That is, of course, a chart of the American, rather than UK, money supply. But much the same has happened to our own money supply under the same QE program. And it’s also telling us that it would be better to reverse QE than it would be to raise interest rates. So the idea that that debt could just be cancelled doesn’t fly we’re afraid.

We all know that at some point we’re going to have decent economic growth again, unemployment will fall to a minimum (that frictional unemployment that reflects people changing jobs, not involuntary unemployment) and that then inflation will start to rise again. We all also know, because Milton Friedman told us so, that inflation is always a monetary phenomenon. And, finally, we all also know that base money creation is more inflationary than credit creation: or boosting M1 leads to more inflation than the same boosting of M4 would cause.

It’s putting those all together that tells us that we should reverse QE. Think through the future: so, we get out of this liquidity trap, this zero lower bound. The velocity of money returns to something like normal. At which point we’ve got two choices as to how to reduce the accompanying inflation. One is to raise interest rates, the standard response. But that works on M4, it slows credit creation. We could also reduce that money supply by reducing M1: reversing QE. And as above, we think that shrinking M1 would have more effect on reducing inflation than reducing M4 would.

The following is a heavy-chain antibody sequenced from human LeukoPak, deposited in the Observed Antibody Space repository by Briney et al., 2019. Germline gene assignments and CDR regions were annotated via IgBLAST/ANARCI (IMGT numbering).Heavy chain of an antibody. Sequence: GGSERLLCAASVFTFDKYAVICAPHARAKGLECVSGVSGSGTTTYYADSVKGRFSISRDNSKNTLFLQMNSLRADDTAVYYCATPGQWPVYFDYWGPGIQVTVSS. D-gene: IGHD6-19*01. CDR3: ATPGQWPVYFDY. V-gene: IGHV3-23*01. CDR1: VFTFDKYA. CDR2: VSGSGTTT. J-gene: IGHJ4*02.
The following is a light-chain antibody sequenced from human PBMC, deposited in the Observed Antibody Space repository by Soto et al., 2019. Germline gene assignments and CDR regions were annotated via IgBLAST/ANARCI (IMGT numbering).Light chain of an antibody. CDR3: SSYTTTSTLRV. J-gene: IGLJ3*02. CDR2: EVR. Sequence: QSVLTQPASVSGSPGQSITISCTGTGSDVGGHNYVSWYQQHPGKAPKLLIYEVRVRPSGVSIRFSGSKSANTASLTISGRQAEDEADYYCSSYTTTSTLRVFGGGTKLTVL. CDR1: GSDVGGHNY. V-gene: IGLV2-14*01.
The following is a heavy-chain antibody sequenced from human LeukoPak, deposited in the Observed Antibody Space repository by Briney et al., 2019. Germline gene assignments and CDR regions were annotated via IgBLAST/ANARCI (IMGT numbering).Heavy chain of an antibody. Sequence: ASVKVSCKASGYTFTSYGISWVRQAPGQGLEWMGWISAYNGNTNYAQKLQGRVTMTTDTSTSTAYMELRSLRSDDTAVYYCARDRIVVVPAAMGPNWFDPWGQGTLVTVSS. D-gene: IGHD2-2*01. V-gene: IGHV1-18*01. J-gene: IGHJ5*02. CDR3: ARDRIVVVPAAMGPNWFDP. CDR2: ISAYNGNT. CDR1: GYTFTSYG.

Another way of saying the same thing is that the amount we’d have to raise interest rates to choke off inflation will be higher if we don’t reverse QE than if we do. And this will be true for decades to come as we gradually get back to the right sort of relationship in size between M1 and M4. Or, not reversing QE means that we have to accept more economic pain to reduce inflation than if we reverse QE. For decades.

Which rather puts the kibosh on that idea so trendy over on hte left. Which is that as one part of the government owns the debt of the government we could just cancel that debt and reduce the debt burden. But doing that permanently increases that base money supply and thus permanently increases the interest rates we’ll need to slay inflation in the future.

So, reverse QE before raising interest rates.